|Light Exposure||Partial shade|
|Soil pH||Acid to alkaline|
|Flowering Time||Summer through to autumn, late winter/early spring|
|Flower Colour||Various - yellows, pinks/whites, reds and oranges and combinations of the above|
Frequently asked questions about Honeysuckle
Does Honeysuckle grow in shade?
Most varieties of honeysuckle, both climbing and shrub, need some light. However, their favourite conditions are where their roots stay in the shady cool and their foliage and flowers enjoy some sunlight. The sunlight can either be dappled shade or sun for part of the day and shade for the rest.
If your Honeysuckle is getting less light than its variety needs, you will see more foliage and fewer flowers.
How fast does Honeysuckle grow?
Honeysuckle is a fast growing plant in the right conditions and should flower in its first season. Some varieties of Honeysuckle can live for up to 20 years, with their first mature flowering starting in around their third year.
Does Honeysuckle grow in pots?
Yes, Honeysuckle can be grown in pots and containers. Make sure your pot is big enough to sustain this fast growing climber with good drainage holes. When planting, use good quality peat-free compost and make a hole as big as the Honeysuckle root ball. Add in some balanced fertiliser and place the Honeysuckle climber in the hole, cover and water well. Add some more fertiliser partway through the growing season.
Don’t forget to include a trellis or wires for your Honeysuckle to wind its way up and through, and place the pot or container somewhere with dappled shade or part sun.
Is the Honeysuckle vine invasive?
Most of the Honeysuckle climbers plants that are available in UK garden centres and nurseries, both on and offline, are non-invasive. Shrub Honeysuckle can take over, so keep an eye on any saplings and pull out.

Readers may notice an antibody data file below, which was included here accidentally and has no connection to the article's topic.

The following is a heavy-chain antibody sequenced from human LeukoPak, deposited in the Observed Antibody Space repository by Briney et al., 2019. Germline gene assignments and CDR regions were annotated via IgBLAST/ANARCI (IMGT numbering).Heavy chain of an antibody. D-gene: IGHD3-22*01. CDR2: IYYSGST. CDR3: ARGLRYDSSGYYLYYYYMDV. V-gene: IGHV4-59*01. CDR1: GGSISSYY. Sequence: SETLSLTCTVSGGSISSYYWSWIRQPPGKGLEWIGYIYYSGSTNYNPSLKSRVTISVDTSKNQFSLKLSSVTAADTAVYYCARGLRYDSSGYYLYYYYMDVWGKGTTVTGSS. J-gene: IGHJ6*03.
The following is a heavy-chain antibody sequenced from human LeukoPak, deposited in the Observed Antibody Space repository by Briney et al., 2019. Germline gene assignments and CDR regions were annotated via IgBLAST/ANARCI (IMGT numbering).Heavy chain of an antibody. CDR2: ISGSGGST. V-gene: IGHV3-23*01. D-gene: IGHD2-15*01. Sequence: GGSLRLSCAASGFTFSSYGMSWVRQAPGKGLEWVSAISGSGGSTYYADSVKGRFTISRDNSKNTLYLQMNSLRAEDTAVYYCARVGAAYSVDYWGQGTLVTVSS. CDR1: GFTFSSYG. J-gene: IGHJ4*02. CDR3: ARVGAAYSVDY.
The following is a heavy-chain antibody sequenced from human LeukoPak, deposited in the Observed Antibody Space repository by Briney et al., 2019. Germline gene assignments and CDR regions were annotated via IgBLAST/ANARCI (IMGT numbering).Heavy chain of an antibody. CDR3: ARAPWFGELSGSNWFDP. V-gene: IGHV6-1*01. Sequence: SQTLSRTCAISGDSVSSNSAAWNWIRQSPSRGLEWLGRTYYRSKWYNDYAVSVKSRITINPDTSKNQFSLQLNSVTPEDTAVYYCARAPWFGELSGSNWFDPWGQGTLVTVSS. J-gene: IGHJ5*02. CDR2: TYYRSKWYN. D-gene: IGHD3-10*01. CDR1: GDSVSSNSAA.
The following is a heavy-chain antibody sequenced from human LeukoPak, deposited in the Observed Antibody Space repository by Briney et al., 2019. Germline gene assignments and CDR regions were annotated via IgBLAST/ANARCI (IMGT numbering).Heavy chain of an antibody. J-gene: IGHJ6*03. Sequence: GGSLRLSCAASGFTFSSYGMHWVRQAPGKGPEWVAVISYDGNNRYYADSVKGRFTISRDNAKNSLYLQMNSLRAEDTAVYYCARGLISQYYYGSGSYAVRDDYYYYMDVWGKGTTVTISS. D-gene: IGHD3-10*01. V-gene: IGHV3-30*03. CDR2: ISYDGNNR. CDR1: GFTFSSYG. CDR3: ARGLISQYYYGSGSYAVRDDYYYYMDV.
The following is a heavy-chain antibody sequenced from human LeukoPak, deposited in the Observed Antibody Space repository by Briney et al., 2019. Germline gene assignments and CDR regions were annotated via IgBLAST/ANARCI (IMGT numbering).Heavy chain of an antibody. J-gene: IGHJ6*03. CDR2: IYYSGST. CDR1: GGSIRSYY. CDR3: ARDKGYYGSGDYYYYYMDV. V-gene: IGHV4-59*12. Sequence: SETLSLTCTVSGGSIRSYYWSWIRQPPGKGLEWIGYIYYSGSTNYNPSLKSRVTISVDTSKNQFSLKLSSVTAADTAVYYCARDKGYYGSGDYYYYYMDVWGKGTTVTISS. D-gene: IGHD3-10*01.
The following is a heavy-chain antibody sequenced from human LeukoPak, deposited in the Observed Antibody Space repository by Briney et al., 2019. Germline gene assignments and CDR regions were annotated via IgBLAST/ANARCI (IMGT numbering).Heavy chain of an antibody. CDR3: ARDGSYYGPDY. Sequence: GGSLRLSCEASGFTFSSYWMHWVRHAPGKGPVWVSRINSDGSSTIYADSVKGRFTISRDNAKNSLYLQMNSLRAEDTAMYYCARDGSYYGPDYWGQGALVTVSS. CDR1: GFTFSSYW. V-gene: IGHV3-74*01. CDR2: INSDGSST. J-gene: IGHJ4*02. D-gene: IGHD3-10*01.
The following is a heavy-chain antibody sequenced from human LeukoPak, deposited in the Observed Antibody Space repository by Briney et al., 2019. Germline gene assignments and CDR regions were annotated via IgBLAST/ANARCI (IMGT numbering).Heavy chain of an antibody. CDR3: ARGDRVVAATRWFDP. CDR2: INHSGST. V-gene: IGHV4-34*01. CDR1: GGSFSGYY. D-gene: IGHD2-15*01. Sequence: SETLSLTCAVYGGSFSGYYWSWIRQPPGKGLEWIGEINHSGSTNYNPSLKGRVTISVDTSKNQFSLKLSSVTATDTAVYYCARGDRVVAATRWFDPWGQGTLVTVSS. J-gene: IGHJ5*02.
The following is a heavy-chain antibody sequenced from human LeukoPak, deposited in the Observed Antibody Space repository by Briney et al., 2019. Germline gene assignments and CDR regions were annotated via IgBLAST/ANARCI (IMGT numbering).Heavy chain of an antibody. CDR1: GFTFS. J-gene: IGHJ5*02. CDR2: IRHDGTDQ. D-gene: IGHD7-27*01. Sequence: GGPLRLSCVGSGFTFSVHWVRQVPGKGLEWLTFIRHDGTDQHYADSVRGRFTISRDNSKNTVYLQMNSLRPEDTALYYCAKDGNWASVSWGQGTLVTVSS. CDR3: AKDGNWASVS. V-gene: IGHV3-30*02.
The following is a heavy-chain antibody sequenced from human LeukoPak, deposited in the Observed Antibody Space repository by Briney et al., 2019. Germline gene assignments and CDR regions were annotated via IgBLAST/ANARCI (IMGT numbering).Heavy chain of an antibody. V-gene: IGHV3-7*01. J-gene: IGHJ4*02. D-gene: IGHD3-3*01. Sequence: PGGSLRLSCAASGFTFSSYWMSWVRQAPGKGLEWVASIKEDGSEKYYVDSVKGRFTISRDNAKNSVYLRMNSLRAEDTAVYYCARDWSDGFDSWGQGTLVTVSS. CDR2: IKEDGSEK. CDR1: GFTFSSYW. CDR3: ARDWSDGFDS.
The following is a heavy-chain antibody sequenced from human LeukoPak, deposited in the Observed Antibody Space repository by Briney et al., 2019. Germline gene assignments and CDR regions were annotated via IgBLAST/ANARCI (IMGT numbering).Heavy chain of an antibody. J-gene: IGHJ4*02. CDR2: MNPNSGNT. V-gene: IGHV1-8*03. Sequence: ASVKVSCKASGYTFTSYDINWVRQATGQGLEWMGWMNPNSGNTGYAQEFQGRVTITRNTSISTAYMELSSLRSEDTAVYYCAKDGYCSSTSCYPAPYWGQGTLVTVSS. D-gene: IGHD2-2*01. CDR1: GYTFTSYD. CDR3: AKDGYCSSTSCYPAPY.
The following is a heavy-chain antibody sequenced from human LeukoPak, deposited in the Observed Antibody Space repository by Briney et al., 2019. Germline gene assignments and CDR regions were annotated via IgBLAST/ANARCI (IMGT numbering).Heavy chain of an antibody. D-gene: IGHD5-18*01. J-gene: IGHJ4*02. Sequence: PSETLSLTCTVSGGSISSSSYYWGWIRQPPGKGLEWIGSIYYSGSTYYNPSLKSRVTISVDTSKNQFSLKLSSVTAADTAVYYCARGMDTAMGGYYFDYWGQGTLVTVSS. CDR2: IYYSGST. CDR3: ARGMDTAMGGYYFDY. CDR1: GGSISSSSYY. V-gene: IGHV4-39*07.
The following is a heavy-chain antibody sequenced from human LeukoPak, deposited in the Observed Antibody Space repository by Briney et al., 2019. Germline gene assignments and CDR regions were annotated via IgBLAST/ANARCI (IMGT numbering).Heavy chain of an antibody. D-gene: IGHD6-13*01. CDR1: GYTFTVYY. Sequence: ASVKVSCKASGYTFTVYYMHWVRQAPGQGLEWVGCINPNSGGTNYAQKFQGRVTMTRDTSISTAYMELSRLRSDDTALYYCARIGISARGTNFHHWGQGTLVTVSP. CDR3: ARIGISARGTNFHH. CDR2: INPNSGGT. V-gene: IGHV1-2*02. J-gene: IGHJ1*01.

Common pests and diseases with Honeysuckle
What is the most common Honeysuckle pest?
Aphids (Honeysuckle aphid). If you see the leaves become twisted and curled, it could be a sign they have an attack of aphids. The aphids excrete a substance that leads to dark colour mould.
As a rule of thumb, plants that are not in good health will be more prone to an infestation, so make sure your Honeysuckle is correctly watered and fed.
Encourage natural predators into the garden such as ladybirds and lacewings that will eat the aphids but if it’s a really bad infestation try an organic insecticide such as BugClear Ultra.
What is the most common Honeysuckle disease?
Powdery mildew. If your Honeysuckle is in too much sun, it may be more prone to powdery mildew. To help prevent this, plant your Honeysuckle in partial shade. Powdery mildew is more prevalent from June to August and covers the leaves, tips and flowers with a white powdery coating.
To help reduce the onset of powdery mildew, weed well around your Honeysuckle, mulch in the spring, and avoid over congestion of plants to aid airflow.
Always water really well at the base of the plant and try not to wet the leaves.
Where should I plant my Honeysuckle to avoid pests and diseases?
To help prevent both aphids and powdery mildew in the first instance, plant your Honeysuckle in partial sun or in a dappled shade spot.